George Eliot’s Middlemarch: Awakening Consciousness
600 Vanderbilt Ave
Brooklyn, NY 11238
Virginia Woolf called George Eliot’s Middlemarch “one of the few English novels written for grown-up people.” Henry James described it as “at once one of the strongest and one of the weakest of English novels… a treasure-house of details [and] an indifferent whole.” In our own time, Middlemarch is widely considered the finest Victorian novel, and is the subject of popular books as well as endless scholarly conversation. Who was George Eliot, and why does this novel continue to speak to us today? What picture does it offer of “grown-up” problems such as marriage, career, and political reform? What relationship does it imagine between the individual and the community? Is it something more than a treasure-house of details? And what’s a novel for, anyway? In this course, we will read the entirety of Middlemarch as well as biographical and critical texts, including Eliot’s own essays. We will think historically about the role of women, the 1832 Reform Act, the industrial revolution, and the rise of the novel. We will be especially attentive to Middlemarch’s signature literary achievement—its portrayal of consciousness, particularly as it relates to intention, decision, action, and spiritual vocation.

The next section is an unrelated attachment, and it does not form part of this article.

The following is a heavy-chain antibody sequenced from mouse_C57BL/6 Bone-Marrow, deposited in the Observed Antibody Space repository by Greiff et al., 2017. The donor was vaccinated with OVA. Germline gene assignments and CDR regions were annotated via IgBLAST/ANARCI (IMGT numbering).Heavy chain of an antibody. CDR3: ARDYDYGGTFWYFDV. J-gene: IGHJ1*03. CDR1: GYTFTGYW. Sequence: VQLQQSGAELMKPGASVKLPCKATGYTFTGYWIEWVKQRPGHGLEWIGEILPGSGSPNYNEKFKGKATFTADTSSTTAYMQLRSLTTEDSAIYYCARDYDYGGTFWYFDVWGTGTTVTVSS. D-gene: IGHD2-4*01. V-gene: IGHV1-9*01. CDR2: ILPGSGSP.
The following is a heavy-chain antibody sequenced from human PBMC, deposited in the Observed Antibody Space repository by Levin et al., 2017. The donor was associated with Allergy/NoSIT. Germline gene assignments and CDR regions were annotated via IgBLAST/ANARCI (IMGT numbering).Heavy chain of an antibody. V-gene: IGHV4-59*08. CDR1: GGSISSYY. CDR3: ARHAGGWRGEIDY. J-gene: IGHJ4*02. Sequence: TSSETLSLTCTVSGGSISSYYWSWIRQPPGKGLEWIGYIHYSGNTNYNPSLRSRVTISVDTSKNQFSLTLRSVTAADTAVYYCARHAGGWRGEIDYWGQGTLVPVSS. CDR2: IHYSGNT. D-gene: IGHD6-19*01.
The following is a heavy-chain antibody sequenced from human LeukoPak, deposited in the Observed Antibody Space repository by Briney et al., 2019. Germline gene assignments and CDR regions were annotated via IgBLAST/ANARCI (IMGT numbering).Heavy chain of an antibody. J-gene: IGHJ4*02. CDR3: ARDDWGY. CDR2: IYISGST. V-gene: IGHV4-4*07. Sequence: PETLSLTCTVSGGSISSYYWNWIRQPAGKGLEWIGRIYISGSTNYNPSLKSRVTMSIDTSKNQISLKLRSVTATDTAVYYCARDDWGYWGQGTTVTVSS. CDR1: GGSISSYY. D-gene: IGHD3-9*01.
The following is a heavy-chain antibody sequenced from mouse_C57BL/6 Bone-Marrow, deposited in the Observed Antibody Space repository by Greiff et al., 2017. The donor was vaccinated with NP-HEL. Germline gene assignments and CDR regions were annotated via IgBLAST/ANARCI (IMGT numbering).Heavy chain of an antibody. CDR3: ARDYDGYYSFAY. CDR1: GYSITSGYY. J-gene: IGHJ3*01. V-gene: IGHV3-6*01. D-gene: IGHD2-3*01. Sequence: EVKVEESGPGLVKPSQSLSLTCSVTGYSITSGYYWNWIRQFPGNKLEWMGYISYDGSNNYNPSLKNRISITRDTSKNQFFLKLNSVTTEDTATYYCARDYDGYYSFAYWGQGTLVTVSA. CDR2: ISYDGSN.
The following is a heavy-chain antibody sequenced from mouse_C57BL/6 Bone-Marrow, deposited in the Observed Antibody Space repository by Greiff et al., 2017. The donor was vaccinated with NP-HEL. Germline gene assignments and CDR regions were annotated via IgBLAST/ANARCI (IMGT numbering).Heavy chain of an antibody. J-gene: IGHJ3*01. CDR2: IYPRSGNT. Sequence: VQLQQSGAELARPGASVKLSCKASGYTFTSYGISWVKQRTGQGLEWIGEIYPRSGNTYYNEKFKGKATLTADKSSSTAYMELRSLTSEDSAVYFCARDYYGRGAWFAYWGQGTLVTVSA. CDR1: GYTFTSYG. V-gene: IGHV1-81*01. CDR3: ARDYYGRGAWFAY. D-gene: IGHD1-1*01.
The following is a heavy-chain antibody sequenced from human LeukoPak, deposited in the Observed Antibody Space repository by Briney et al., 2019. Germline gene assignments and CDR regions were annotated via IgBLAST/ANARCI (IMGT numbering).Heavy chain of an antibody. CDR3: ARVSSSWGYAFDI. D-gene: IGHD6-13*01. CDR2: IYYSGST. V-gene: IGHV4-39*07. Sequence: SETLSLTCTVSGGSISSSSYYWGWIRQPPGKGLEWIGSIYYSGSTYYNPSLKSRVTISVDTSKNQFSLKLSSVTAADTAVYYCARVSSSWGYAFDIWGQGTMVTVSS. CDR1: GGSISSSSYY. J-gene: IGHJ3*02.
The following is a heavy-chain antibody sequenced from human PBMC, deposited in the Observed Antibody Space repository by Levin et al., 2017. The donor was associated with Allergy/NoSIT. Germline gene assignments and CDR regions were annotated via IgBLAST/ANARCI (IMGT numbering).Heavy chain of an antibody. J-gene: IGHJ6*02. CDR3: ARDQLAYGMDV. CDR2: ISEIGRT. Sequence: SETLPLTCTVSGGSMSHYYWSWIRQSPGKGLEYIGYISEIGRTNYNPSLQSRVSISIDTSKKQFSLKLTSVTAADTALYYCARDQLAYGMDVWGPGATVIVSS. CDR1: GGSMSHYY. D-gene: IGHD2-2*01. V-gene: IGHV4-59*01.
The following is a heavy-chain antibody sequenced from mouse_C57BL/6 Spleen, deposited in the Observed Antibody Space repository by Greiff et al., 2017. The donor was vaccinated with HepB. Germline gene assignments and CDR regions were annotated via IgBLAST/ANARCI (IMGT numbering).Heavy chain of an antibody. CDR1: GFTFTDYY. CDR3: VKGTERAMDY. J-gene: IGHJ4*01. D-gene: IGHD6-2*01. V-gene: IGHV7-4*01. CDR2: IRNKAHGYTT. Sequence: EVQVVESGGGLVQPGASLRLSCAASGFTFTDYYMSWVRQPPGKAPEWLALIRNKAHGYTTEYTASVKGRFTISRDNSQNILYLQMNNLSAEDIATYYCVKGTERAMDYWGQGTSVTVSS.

Note: We’ll be reading approximately two hundred pages of Middlemarch a week, plus 1-2 secondary articles.
Course ScheduleTuesday, 6:30-9:30pm
March 29 — April 19, 2016
Please email us to be placed on the waiting list.